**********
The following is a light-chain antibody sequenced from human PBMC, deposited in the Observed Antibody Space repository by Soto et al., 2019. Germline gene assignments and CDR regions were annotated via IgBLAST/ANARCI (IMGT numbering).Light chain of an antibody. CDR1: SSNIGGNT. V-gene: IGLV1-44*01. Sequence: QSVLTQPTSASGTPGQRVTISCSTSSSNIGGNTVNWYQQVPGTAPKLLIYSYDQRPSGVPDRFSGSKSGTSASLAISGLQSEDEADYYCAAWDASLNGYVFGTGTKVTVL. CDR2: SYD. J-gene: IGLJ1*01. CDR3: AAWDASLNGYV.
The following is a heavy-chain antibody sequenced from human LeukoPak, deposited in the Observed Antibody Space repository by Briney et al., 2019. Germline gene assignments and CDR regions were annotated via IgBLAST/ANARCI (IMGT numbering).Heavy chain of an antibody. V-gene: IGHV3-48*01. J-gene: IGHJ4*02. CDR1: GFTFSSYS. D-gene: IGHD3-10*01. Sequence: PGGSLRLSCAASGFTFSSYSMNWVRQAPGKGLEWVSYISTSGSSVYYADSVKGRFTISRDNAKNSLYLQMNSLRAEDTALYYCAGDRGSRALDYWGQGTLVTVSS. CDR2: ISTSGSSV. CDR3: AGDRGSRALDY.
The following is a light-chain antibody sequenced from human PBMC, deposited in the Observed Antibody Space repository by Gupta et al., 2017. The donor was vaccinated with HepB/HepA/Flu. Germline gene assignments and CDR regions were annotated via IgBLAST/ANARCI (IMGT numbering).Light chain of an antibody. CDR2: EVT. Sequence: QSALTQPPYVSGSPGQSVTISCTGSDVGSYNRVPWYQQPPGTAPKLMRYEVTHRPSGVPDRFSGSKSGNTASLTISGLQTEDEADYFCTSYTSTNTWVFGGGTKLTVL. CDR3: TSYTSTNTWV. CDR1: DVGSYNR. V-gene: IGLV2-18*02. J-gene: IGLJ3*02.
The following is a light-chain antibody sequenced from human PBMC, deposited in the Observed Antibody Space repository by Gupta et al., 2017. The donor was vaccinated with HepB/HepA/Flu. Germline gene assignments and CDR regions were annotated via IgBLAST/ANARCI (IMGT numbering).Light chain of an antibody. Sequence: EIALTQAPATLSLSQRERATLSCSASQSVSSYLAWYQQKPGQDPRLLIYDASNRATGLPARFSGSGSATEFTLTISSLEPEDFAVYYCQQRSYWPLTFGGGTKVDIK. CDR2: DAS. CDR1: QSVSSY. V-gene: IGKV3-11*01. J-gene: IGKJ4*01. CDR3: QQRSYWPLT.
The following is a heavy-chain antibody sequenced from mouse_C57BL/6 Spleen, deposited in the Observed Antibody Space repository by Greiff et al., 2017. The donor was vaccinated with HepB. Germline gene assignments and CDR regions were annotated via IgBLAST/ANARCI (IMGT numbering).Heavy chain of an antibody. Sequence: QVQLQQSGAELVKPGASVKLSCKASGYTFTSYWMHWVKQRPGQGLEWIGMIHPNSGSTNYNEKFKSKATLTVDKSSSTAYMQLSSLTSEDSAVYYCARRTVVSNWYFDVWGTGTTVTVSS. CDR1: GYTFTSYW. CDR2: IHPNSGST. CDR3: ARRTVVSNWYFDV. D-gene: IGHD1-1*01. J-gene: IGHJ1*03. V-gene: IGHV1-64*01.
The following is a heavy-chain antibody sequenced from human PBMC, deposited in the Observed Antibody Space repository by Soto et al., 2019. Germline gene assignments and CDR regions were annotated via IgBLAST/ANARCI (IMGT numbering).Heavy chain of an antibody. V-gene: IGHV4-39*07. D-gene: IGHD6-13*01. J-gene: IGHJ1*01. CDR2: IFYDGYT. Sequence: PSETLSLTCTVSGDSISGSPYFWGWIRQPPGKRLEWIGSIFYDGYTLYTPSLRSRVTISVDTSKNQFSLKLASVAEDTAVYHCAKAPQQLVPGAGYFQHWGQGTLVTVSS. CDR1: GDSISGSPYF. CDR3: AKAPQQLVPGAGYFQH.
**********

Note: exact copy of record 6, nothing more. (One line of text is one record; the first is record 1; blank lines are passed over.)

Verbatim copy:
The following is a heavy-chain antibody sequenced from human PBMC, deposited in the Observed Antibody Space repository by Soto et al., 2019. Germline gene assignments and CDR regions were annotated via IgBLAST/ANARCI (IMGT numbering).Heavy chain of an antibody. V-gene: IGHV4-39*07. D-gene: IGHD6-13*01. J-gene: IGHJ1*01. CDR2: IFYDGYT. Sequence: PSETLSLTCTVSGDSISGSPYFWGWIRQPPGKRLEWIGSIFYDGYTLYTPSLRSRVTISVDTSKNQFSLKLASVAEDTAVYHCAKAPQQLVPGAGYFQHWGQGTLVTVSS. CDR1: GDSISGSPYF. CDR3: AKAPQQLVPGAGYFQH.